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Accessibility

Accessibility

Business-events.org.uk accessibility statement

Free Rein Ltd is committed to providing a website that is accessible to the widest possible audience, including people with visual, hearing, cognitive or motor impairments. The website follows the World Wide Web Consortium's Web Content Accessibility Guidelines. Maintaining an accessible site is an ongoing process and we are continually working to provide the most inclusive experience we can.

Please note that content from external sites that we link to or present on our site may not yet reach these standards. For example, we may use third party YouTube videos which are not fully compliant because they are from sources that are not within our direct control.

Business-events.org.uk accessibility preferences

You can change the way this website looks to suit your preferences. The settings that do this differs from browser to browser, but most browsers offer some or all of the following:

Increasing the font size. If you find the size of the text on Business-events.org.uk too small you can easily adjust it by using the font size setting in your browser. If you use Internet Explorer 6, go to the "View" menu, select "Text Size" and then select "Larger". If you use Internet Explorer 7 and 8 or Firefox, you can resize text using the zoom function by pressing and holding down "Ctrl" and "+". This will then zoom in allowing users with low vision to see the text more clearly. Use "Ctrl" and "-" to decrease the zoom again.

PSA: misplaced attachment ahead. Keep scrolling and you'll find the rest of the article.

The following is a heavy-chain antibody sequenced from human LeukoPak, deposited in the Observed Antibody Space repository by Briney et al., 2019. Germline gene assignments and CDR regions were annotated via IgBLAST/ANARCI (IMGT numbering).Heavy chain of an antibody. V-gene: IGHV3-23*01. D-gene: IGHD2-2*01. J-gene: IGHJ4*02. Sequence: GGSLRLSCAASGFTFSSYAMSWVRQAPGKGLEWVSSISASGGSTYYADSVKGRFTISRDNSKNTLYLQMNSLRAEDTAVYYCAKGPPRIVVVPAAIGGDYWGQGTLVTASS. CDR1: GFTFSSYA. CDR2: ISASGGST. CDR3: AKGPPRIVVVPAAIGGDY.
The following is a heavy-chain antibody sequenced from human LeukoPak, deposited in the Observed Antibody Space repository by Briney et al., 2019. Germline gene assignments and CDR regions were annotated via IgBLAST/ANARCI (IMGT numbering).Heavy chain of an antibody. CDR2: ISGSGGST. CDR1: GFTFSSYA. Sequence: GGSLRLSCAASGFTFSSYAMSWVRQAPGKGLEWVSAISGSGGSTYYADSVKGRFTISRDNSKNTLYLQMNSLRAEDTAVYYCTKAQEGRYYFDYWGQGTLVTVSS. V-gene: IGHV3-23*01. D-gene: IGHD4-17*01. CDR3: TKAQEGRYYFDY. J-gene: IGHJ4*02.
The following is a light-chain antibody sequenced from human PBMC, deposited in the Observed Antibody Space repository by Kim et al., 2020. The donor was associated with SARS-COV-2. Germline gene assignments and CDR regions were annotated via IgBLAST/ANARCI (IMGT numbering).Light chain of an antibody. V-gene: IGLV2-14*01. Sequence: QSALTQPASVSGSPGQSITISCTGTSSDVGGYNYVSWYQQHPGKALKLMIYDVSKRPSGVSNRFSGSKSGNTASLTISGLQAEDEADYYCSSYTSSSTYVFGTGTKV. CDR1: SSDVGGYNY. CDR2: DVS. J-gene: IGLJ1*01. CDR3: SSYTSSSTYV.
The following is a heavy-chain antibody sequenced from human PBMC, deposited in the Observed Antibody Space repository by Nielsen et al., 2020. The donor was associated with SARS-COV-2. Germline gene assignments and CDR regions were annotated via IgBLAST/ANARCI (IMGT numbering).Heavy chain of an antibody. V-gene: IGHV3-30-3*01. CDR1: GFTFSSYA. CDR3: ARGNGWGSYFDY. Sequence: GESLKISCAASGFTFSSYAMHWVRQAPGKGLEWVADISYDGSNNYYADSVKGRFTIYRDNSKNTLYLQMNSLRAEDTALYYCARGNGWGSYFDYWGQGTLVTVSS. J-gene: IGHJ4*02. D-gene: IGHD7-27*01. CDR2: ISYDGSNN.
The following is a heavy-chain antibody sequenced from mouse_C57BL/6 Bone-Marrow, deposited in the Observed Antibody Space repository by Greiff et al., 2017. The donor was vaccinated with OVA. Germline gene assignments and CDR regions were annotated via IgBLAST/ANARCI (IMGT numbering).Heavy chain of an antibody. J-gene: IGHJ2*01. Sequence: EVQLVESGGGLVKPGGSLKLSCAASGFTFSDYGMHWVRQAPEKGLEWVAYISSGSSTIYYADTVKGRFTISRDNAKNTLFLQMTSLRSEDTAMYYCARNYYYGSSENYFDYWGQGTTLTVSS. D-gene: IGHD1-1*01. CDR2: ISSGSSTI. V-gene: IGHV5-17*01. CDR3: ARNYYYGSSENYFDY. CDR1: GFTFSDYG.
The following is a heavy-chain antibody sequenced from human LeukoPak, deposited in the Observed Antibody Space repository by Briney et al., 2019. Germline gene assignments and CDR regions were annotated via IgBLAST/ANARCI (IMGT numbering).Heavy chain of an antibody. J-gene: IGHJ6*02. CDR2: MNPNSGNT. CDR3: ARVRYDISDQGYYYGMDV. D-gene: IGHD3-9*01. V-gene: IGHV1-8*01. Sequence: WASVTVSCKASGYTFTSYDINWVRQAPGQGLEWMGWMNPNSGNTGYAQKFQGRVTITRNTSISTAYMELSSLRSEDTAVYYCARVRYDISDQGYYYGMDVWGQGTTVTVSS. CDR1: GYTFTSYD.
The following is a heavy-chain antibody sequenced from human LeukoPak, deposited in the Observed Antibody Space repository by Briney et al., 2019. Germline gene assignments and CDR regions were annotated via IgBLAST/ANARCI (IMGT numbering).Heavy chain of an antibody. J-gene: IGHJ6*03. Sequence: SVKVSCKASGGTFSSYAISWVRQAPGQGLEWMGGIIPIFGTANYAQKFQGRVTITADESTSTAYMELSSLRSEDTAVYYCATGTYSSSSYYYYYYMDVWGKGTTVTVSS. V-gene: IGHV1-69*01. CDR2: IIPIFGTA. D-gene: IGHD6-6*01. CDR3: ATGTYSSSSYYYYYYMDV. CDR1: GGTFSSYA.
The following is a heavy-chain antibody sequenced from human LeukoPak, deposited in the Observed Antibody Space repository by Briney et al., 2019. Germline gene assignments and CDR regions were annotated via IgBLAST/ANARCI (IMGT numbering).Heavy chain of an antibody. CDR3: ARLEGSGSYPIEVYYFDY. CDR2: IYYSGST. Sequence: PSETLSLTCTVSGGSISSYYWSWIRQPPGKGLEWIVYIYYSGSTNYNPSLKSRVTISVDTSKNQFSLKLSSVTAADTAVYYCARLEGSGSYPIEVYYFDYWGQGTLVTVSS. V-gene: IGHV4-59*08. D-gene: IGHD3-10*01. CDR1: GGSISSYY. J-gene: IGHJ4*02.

Adjusting text and colour changes. Some users who rely on screen magnifiers can find white backgrounds give off a glare. You can change both the background and the text on business-events.org.uk by changing some settings in your browsers. If you use Internet Explorer, look in the 'Tools' menu, select "Internet Options", select "Colors" and make changes to text and background colours in the "Colors" panel.

 PDFs and accessibility

Many of the documents on business-events.org.uk are forms or publications created in Adobe Acrobat Portable Document Format (PDF). Adobe Reader enables you to read PDFs. The latest versions of Adobe Reader (7.0 and above) offer more in the way of accessibility than earlier versions. You can find the latest version of Adobe Reader on the Adobe website - Opens in a new window.